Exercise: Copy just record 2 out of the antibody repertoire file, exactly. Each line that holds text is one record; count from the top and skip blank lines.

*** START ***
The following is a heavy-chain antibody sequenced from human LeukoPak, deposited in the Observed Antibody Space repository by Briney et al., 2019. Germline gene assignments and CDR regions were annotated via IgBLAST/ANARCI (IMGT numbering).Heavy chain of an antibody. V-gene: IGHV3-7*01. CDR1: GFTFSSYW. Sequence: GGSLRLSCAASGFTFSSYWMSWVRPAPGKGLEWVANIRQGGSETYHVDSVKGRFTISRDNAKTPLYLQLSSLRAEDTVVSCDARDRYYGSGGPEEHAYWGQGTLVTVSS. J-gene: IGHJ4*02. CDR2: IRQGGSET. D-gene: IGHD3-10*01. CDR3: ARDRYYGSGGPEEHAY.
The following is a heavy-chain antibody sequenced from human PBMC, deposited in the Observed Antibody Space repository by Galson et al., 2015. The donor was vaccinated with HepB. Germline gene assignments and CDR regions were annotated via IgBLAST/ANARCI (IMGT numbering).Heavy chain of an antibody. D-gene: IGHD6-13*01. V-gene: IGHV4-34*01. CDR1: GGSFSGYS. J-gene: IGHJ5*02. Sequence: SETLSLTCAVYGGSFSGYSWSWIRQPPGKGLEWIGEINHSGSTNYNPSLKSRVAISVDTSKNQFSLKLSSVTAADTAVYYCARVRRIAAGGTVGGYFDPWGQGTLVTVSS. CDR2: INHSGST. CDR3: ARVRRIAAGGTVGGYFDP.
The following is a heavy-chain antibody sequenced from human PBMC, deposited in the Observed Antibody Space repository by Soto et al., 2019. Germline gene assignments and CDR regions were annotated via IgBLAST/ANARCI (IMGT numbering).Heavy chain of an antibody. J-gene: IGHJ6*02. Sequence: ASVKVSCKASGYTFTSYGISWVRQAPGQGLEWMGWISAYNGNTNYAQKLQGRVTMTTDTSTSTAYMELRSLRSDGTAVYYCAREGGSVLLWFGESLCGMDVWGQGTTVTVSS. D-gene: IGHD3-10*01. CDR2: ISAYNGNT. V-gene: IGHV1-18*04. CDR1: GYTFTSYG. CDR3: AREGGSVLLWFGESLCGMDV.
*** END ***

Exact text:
The following is a heavy-chain antibody sequenced from human PBMC, deposited in the Observed Antibody Space repository by Galson et al., 2015. The donor was vaccinated with HepB. Germline gene assignments and CDR regions were annotated via IgBLAST/ANARCI (IMGT numbering).Heavy chain of an antibody. D-gene: IGHD6-13*01. V-gene: IGHV4-34*01. CDR1: GGSFSGYS. J-gene: IGHJ5*02. Sequence: SETLSLTCAVYGGSFSGYSWSWIRQPPGKGLEWIGEINHSGSTNYNPSLKSRVAISVDTSKNQFSLKLSSVTAADTAVYYCARVRRIAAGGTVGGYFDPWGQGTLVTVSS. CDR2: INHSGST. CDR3: ARVRRIAAGGTVGGYFDP.